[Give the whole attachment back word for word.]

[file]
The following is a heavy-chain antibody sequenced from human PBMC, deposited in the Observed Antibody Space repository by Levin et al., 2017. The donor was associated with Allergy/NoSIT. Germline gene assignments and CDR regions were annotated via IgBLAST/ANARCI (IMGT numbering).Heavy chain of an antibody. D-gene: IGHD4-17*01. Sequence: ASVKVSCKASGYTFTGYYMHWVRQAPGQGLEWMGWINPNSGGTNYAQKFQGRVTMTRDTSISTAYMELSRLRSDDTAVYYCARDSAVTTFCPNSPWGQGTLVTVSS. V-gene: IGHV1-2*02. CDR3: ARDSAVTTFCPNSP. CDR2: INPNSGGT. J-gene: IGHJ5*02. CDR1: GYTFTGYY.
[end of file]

The following is a heavy-chain antibody sequenced from human PBMC, deposited in the Observed Antibody Space repository by Levin et al., 2017. The donor was associated with Allergy/NoSIT. Germline gene assignments and CDR regions were annotated via IgBLAST/ANARCI (IMGT numbering).Heavy chain of an antibody. D-gene: IGHD4-17*01. Sequence: ASVKVSCKASGYTFTGYYMHWVRQAPGQGLEWMGWINPNSGGTNYAQKFQGRVTMTRDTSISTAYMELSRLRSDDTAVYYCARDSAVTTFCPNSPWGQGTLVTVSS. V-gene: IGHV1-2*02. CDR3: ARDSAVTTFCPNSP. CDR2: INPNSGGT. J-gene: IGHJ5*02. CDR1: GYTFTGYY.